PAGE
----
The cities of Normandy during the 1944 battles
Liberation: August 29, 1944
3rd Infantry Division
29th Armoured Reconnaissance Regiment “The South Alberta Regiment”, 4th Armoured Division
The Argyll and Sutherland Highlanders, 10th Infantry Brigade, 4th Armoured Division
5th Anti-Tank Regiment, 4th Armoured Division
10. SS Panzer-Division “Frundsberg”
12. SS Panzer-Division “Hitlerjugend”
On August 14, 1944, the Anglo-Canadians launched a new ground offensive, called Operation Tractable, which aims to close the creels where nearly 110,000 German soldiers are trapped. A large part of them try to escape from this cauldron in order to break the encirclement: the routed elements, belonging to many disorganized units, are now seeking to retreat to the east of the Seine. Every hour, several thousand of these soldiers manage to escape with some heavy equipment. It then becomes urgent for the Allies to permanently block the route of the Germans to prevent them from reorganizing.
The Canadians of the 4th Armored Division commanded by Major General George Kitching were ordered to seize Saint-Lambert-sur-Dive after the confiscation of the Trun commune on August 18 to cut off one of the roads Used by the Germans to escape the closing of the trap which is also called “Falaise pocket”. Kitching ordered the 29th Armored Reconnaissance Regiment “The South Alberta Regiment” to seize the commune of Saint-Lambert-sur-Dive in order to control the roads crossing it. Major David V. Currie, commanding officer of C Company of the Sherman Armed Regiment, is reinforced by infantry companies B and C of the Princess Louise’s Argyll and Sutherland Highlanders of Canada, as well as by members of Lincoln and Welland Regiment (10th Infantry Brigade, 4th Armored Division) in order to fulfill this mission entrusted to him. Currie began the progression with his 175 personnel in the direction of Saint-Lambert-sur-Dive from 6 pm under fire from mortar shells and he marks a halt for the night halfway between Trun and his goal.
The next morning, August 19, the Canadians approached the town and were then taken to task by the Germans and two of their tanks were destroyed under the fire of an anti-tank. The opponents of the Canadians are aware that they must defend the bridge over the Dive at all costs: it represents for the Germans a precious gateway to the cauldron. Major Currie and his men were stationed within a kilometer of Saint-Lambert-sur-Dive by an extremely fierce fire which prevented them from maneuvering. Having only too few men facing the mixed elements of three opposing armored divisions in the process of retreat, Canadians must fire a barrage of their most advanced elements to put an end to German pressure. Nevertheless, Canadians manage to infiltrate the village, at the cost of heavy human and material losses. The contacts between the two camps are at very short distance, sometimes in melee. But Currie is also concerned about an unexpected difficulty: he has to manage more and more prisoners who go by dozens. Indeed, many Germans do not know when they enter Saint-Lambert-sur-Dive that the commune is already in the hands of their opponents: the prisoners are more numerous than the Canadian soldiers in the sector.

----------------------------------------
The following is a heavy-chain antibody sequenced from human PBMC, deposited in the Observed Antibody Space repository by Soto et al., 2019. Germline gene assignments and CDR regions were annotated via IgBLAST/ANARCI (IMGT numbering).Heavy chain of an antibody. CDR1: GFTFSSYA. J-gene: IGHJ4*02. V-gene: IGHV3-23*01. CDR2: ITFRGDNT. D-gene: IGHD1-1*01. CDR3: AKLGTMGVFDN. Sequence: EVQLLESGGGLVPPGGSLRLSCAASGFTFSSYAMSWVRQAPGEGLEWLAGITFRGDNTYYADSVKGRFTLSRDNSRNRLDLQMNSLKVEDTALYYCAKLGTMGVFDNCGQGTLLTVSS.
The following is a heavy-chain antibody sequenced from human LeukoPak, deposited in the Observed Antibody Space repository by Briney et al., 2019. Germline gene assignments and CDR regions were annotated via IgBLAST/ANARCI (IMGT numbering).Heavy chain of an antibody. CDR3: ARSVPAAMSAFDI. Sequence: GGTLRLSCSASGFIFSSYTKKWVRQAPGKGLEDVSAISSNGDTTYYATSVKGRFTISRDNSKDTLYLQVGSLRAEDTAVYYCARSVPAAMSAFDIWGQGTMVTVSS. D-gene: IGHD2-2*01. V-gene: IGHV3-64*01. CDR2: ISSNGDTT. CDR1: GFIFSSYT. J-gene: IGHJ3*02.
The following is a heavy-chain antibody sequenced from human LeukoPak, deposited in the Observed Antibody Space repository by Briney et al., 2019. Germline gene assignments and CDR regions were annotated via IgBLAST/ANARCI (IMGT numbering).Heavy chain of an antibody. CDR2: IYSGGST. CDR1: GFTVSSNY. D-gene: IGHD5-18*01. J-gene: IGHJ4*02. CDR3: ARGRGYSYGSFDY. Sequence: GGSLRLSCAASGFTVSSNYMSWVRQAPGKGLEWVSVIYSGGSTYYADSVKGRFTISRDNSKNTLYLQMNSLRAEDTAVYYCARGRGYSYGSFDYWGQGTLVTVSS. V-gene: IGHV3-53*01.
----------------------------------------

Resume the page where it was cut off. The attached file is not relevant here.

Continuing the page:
Currie held all night against the permanent flow of German soldiers. On August 20, 1944, at 8 am, a German tank from Chambois approached Saint-Lambert-sur-Dive and managed to hit a Sherman tank before being spotted by the Canadians. The crew manages to get out of the carcass, but the shooter gives no sign of life. Company Sergeant-Major George Mitchell of Argyll and Sutherland Highlanders Company B only listened to his courage and succeeded, with the help of several soldiers, including Corporal JR Holmes, in pulling the shooter out of the tank. Is unconscious: he is transported with a wooden door in the northern area of Saint-Lambert-sur-Dive where the Canadians have installed an advanced medical antenna (however, he dies of his injuries a few days later). At the same time, the Germans attack violently to the west of the village. A tracked Universal Carrier vehicle crossed the front line and the Canadians stopped him: they discovered two German soldiers in the box that took the pilot and forced him to join his camp; The prisoner is released and the two opponents are placed with the other captive soldiers. Later Sergeant Earl McAllister discovers 50 German soldiers in a barn, which immediately form prisoners. Fighting continues throughout the ruined village, with Canadians failing to maintain a homogeneous front line.
Unable to maintain the position of the bridge, Major Currie ordered the regrouping of its elements west of Saint-Lambert-sur-Dive. The fighting continued until 21 August with the same intensity and some reinforcements of the 5th Anti-Tank Regiment (4th Armored Division) reached the commune. It was during this day that the commander of the B-unit of the Argyll and Sutherland Highlanders, Captain Ivan Harold Martin, was killed by a shrapnel of mortar shells. The prisoners, particularly numerous, are evacuated in full groups behind the front line, sometimes in the most complete disorder: one group is not ordered to remove their helmets, a distinctive sign of captivity, and one Canadian tank opened fire on their approach, killing soldier Fred Mcclentee, the guard who was escorting them.
But the trap in which tens of thousands of German soldiers are trapped is now closed and they gradually cease fighting on the orders of their leaders. Major Currie’s men accomplished their mission brilliantly, despite significant losses: infantry companies B and C only have 70 soldiers capable of fighting. They succeeded in destroying 7 tanks, 40 vehicles and 12 guns of 88 mm while making 2,100 prisoners. The Germans recorded the loss of 300 killed and 500 wounded. Canadian survivors are picked up by the 3rd Infantry Division and then head for Trun for a short, well-deserved break.